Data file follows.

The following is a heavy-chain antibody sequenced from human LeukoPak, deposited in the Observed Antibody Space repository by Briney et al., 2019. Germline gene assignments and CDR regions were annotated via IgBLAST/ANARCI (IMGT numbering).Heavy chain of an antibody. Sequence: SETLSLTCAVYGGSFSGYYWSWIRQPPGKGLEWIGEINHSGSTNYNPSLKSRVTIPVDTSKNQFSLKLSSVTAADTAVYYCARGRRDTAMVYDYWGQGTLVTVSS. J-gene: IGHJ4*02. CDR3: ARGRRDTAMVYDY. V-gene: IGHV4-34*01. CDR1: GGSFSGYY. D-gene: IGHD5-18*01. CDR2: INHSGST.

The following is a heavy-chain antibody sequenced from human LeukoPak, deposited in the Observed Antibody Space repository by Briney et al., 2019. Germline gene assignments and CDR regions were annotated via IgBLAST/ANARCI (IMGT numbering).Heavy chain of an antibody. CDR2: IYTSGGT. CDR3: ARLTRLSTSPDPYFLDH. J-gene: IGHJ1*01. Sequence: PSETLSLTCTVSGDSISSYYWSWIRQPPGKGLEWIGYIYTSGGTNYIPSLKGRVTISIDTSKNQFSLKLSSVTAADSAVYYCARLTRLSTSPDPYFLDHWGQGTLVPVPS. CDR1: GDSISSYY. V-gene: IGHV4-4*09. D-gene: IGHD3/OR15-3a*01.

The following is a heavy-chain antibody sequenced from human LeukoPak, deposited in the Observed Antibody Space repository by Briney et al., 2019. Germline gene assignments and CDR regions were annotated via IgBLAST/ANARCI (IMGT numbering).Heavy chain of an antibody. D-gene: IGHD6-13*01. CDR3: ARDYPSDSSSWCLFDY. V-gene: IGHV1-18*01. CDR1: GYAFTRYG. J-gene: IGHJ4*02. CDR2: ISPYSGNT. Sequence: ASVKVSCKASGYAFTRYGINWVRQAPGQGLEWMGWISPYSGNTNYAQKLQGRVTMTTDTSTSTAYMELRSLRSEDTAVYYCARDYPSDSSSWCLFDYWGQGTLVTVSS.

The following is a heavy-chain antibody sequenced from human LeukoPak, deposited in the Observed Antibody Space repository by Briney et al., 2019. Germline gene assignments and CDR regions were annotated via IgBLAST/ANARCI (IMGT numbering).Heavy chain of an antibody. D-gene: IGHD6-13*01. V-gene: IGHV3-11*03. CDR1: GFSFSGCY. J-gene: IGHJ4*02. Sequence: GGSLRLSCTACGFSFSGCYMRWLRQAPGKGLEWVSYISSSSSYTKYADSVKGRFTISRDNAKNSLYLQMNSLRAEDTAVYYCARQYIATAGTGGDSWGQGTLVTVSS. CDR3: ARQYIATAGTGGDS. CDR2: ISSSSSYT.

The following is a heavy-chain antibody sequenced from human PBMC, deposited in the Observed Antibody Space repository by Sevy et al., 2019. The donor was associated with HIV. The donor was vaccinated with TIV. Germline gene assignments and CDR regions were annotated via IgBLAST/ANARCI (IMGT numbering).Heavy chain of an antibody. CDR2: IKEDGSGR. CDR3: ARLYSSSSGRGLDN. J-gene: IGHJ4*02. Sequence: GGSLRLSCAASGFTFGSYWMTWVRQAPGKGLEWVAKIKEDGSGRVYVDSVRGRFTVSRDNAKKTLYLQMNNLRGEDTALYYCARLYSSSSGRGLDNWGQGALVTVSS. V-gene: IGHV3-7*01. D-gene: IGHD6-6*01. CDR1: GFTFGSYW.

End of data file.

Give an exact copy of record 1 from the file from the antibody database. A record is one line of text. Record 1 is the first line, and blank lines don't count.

The following is a heavy-chain antibody sequenced from human LeukoPak, deposited in the Observed Antibody Space repository by Briney et al., 2019. Germline gene assignments and CDR regions were annotated via IgBLAST/ANARCI (IMGT numbering).Heavy chain of an antibody. Sequence: SETLSLTCAVYGGSFSGYYWSWIRQPPGKGLEWIGEINHSGSTNYNPSLKSRVTIPVDTSKNQFSLKLSSVTAADTAVYYCARGRRDTAMVYDYWGQGTLVTVSS. J-gene: IGHJ4*02. CDR3: ARGRRDTAMVYDY. V-gene: IGHV4-34*01. CDR1: GGSFSGYY. D-gene: IGHD5-18*01. CDR2: INHSGST.